Sunday, December 4, 2011
Craig Roberts Keeps "Submarine" Bouyant
Running time: 97 minutes (1 hour, 37 minutes)
MPAA – R for language and some sexual content
DIRECTOR: Richard Ayoade
WRITER: Richard Ayoade (based upon the novel by Joe Dunthorne)
PRODUCERS: Mary Burke, Mark Herbert, and Andy Stebbing
CINEMATOGRAPHER: Erik Alexander Wilson (D.o.P.)
EDITORS: Chris Dickens and Nick Fenton
COMPOSER: Andrew Hewitt
SONGS: Alex Turner
Starring: Craig Roberts, Noah Taylor, Paddy Considine, Yasmin Paige, Sally Hawkins, Darren Evans, and Gemma Chan
Submarine is a 2010 coming-of-age comedy/drama film that was released theatrically earlier this year (2011). The film is based upon the 2008 novel of the same title by author Joe Dunthorne and is also the debut directorial effort from British comedian and actor, Richard Ayoade. Actor/director Ben Stiller is one of the film’s executive producers. Submarine follows the story of a teenaged boy who wants to lose his virginity and to save his parents’ marriage.
Set in Swansea, a coastal city in Wales, United Kingdom, Submarine takes place in 1986 and focuses on 15-year-old Oliver Tate (Craig Roberts). Oliver thinks that he is a genius, although he is actually pretentious and socially alienated. He is in love with a classmate, a straight-talking girl named Jordana Bevan (Yasmin Paige), whom he hopes will relieve him of his virginity.
Oliver is also concerned that his parents’ sex life and, therefore, their marriage are failing. His father, Lloyd Tate (Noah Taylor), a marine biologist, is depressed. His mother, Jill (Sally Hawkins), is apparently flirting with Graham (Paddy Considine), the new age guru who just moved in next door and, surprisingly, was once Jill’s boyfriend. Oliver’s intense concern about his parents’ relationship threatens his own relationship with Jordana, who has troubles of her own at home.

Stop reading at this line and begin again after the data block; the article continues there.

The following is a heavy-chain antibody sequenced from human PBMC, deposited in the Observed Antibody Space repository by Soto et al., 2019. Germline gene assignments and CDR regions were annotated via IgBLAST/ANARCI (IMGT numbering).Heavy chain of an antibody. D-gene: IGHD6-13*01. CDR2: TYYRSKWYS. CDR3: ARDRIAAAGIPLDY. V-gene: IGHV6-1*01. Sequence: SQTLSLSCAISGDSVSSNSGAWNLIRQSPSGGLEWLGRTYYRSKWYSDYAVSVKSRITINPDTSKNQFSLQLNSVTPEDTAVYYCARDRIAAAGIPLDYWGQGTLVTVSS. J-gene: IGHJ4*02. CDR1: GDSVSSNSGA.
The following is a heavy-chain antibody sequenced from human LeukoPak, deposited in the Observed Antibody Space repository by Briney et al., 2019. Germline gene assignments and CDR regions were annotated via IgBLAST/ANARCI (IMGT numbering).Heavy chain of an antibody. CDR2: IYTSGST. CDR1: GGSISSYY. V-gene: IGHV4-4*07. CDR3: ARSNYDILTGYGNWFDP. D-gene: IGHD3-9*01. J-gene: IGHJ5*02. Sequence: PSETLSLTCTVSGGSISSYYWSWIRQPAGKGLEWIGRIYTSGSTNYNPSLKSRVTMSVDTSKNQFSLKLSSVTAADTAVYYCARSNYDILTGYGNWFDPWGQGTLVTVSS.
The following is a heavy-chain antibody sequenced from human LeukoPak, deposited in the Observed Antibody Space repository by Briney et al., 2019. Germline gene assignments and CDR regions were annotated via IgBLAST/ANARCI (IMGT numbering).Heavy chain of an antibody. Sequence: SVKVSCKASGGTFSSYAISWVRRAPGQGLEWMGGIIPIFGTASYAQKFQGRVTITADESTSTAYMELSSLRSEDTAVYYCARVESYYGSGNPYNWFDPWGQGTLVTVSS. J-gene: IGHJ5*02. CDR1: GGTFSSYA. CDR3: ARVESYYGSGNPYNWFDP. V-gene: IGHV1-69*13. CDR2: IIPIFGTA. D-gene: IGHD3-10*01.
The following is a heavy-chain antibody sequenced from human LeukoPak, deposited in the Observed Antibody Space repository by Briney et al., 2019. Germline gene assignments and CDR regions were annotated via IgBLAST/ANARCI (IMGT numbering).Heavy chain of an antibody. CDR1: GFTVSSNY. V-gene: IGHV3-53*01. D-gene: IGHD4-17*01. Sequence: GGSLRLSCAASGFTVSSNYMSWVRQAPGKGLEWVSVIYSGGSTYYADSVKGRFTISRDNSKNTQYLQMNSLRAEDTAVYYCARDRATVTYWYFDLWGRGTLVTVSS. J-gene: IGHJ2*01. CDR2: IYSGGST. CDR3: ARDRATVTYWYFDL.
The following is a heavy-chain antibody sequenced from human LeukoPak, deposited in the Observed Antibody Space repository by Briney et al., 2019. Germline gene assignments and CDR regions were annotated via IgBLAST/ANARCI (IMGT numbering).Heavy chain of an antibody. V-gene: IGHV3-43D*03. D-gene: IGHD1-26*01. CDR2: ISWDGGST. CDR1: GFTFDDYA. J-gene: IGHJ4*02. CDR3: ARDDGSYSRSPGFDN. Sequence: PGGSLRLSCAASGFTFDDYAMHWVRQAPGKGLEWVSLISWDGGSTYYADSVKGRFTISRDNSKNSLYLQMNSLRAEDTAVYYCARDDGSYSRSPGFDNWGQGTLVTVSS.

When you think of movies about young men losing (or attempting to lose) their virginity, an insipid or coarse teen comedy might come to mind. Submarine isn’t really about sex, although many descriptions of the film focus on Oliver’s quest to get his cherry popped. Nor is Submarine a typical coming-of-age story; as Oliver says at one point: he doesn’t know if he has come-of-age or just gotten older.
Submarine is a character-driven story and is about a precocious teen who suffers from depression and is also a bit too self-absorbed. However, writer/director Richard Ayoade doesn’t study Oliver so much as he presents him, so the movie doesn’t really delve into the character. It’s as if Ayoade wants us to be amazed by Oliver, rather than dissect him, as much as we might want to dissect him (and I wanted to).
What makes Submarine such a good film is Craig Roberts’ performance as Oliver Tate. Whatever the screenplay may lack in depth, Roberts replaces with self-assuredness as a performer. He makes Oliver seem like an unaffected and authentic teen dealing with the mental wonky-ness brought on by puberty. Yasmin Paige also adds a salty sweet taste and sparklingly brightness to this moody comedy as Jordana.
And yes, Submarine is a comedy. Richard Ayoade pokes fun at how self-absorbed people are and at their obsession with self-gratification. Don’t worry. Submarine offers a happy ending that sparkles with airy magic as if it were a Hollywood romantic comedy.
7 of 10
Tuesday, November 29, 2011